Shingles Linked to Increased Risk of Heart Attack, Stroke

blood pressure, blood pressure cuff, heart
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A bout of shingles may increase your risk for other serious health conditions — namely, a stroke or a heart attack — a new study finds.

People in the study who had shingles, a disease caused by the herpes zoster virus, faced a 2.4-fold increased risk of stroke, and a 1.7-fold increased risk of heart attack during the first week following their shingles diagnosis, according to the findings published today (Dec. 15) in the journal PLOS Medicine.

Because cardiovascular events are major causes of mortality, it's important to understand what causes these events, and what can be done to prevent them, said Caroline Minassian, a researcher at the London School of Hygiene & Tropical Medicine and the lead author on the study. [Chickenpox & Shingles: Causes, Symptoms & Treatment]

"Our study highlights when patients with shingles may be most vulnerable" to having a heart attack or stroke, Minassian told Live Science.

The study showed that patients with shingles had a higher risk of stroke and heart attack during the first three months after their shingles diagnosis, Minassian said. "The risk peaked in the first week after diagnosis, and gradually returned to normal levels within six months," she said.

This is not the first study to look at a link between shingles and cardiovascular events. Minassian's group previously found that shingles was associated with a temporary increase in stroke risk in a British population.

That previous study, however, compared people who had shingles to people who did not have shingles, so factors such as differences in cardiovascular risk may have affected the results, Minassian said.  

In the new study, the researchers only included people who reported having shingles, and compared the people who went on to have a heart attack or stroke with those who did not.

The researchers looked at data on more than 137,000 Medicare beneficiaries (all of whom were ages 65 or older) who had been diagnosed with shingles. Of this group, the researchers found 42,954 cases of stroke and 24,237 cases of heart attack.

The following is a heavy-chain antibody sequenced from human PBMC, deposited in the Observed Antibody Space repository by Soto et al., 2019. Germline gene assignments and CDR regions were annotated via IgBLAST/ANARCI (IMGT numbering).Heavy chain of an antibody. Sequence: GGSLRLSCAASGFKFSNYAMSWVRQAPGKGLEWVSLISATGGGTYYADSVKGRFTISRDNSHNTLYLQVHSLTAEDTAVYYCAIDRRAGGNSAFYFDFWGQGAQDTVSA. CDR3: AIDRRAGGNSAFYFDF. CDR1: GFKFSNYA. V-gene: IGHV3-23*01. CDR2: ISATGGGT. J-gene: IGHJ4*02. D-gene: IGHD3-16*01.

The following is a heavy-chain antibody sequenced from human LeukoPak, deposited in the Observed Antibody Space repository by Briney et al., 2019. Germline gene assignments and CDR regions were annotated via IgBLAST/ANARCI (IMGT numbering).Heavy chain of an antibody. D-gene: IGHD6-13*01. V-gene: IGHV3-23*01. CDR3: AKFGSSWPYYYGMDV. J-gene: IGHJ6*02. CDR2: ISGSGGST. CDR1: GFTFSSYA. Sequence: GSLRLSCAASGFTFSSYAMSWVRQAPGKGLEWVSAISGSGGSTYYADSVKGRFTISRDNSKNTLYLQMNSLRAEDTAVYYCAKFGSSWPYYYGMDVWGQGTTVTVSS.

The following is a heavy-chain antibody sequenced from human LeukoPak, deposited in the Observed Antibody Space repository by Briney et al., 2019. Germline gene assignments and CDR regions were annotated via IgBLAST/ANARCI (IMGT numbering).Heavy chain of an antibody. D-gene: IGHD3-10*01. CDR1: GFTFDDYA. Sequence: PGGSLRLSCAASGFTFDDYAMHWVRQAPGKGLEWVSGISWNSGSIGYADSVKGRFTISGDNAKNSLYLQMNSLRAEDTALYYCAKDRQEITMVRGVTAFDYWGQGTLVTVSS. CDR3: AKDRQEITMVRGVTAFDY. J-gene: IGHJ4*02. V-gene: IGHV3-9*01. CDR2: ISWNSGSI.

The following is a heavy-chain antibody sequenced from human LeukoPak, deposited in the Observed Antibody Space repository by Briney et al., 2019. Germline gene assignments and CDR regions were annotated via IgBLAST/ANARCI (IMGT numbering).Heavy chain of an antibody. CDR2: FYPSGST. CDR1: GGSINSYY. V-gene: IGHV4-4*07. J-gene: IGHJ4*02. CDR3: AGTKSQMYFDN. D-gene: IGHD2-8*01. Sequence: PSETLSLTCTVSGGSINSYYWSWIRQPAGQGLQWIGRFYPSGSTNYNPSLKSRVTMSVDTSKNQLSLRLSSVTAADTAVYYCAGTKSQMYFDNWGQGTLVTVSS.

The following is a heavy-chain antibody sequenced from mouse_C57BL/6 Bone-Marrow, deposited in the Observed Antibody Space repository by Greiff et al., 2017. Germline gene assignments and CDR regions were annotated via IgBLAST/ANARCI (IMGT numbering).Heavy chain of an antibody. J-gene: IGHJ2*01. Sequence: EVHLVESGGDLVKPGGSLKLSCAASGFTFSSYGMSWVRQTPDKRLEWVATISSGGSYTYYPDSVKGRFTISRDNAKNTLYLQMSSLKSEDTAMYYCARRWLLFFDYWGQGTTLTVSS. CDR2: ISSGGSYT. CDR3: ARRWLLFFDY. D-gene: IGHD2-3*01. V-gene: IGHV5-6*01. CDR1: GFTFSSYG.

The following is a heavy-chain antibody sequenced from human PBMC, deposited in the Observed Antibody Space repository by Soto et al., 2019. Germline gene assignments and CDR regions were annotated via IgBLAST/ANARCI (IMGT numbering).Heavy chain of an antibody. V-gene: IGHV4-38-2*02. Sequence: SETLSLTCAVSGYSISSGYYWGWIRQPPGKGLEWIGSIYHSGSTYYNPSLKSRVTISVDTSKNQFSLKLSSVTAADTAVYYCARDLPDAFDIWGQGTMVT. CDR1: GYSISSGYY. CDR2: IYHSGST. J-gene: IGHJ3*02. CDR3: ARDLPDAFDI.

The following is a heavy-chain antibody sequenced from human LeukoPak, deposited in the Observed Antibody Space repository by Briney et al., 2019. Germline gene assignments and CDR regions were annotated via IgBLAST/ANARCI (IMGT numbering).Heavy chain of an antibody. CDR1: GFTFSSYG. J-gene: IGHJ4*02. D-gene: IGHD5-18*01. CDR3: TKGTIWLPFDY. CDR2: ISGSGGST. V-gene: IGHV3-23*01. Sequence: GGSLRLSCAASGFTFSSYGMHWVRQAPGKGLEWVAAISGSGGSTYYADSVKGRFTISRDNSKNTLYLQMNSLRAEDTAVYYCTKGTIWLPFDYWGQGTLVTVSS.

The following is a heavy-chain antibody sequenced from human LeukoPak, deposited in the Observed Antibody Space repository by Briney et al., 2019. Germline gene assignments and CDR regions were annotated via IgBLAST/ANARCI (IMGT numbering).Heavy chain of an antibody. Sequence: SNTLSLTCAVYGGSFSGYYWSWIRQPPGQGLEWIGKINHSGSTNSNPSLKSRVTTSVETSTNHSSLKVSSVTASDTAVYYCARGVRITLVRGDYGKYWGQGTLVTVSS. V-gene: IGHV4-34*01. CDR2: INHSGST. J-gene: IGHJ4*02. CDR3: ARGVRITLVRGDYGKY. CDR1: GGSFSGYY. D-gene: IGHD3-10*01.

People's risk of a stroke or a heart attack was greatest in the week following their shingles diagnosis, and gradually decreased over time, according to the study. For example, the risk of a stroke after a shingles diagnosis dropped from a 2.4-fold increase in risk in the first week, to a 1.6-fold increase in risk two to four weeks after the diagnosis, to a 1.2-fold greater risk five to 12 weeks after the diagnosis. By week 27, the risk returned to baseline.

The risk of heart attack after a shingles diagnosis dropped from a 1.7-fold increase in risk in the first week, to a 1.3-fold increase in risk two to four weeks after the diagnosis, to a 1.1-fold increase in risk five to 12 weeks after the diagnosis. Again, by week 27, the risk returned to baseline.

This increased risk is likely due to the biological effects of a shingles infection, the researchers wrote. For example, inflammation from having shingles could lead to a blood clot, which in turn could cause a stroke or heart attack, according to the study. Shingles may also bring on incidents of elevated blood pressure, due to pain or stress associated with the disease, they wrote.

The study does not definitively prove that there is a cause-and-effect relationship between having shingles and an increased risk of heart attack or stroke, the researchers noted. However, "the rapid increase in the rate of acute cardiovascular events after [shingles] diagnosis, following by gradual resolution, is supportive of a causative association," the researchers wrote in their conclusion. In other words, because the researchers found that the risk of heart attack or stroke increases so quickly after a bout of shingles begins, and then gradually levels off, the findings support the idea that shingles may cause the increased risk.

Confirming the results in other settings would add more weight to the findings, Minassian said.

Minassian also cautioned that other factors — such as major life events or stress at the time of shingles — might also play a role in people's cardiovascular risk.

There is a vaccine available that can prevent shingles, the researchers noted. But very few people in the study had received the shingles vaccine, so the researchers could not assess whether it may have affected their risk of a cardiovascular event. The people in the study who were vaccinated still got shingles, Minassian noted.

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Sara G. Miller
Staff Writer
Sara is a staff writer for Live Science, covering health. She grew up outside of Philadelphia and studied biology at Hamilton College in upstate New York. When she's not writing, she can be found at the library, checking out a big stack of books.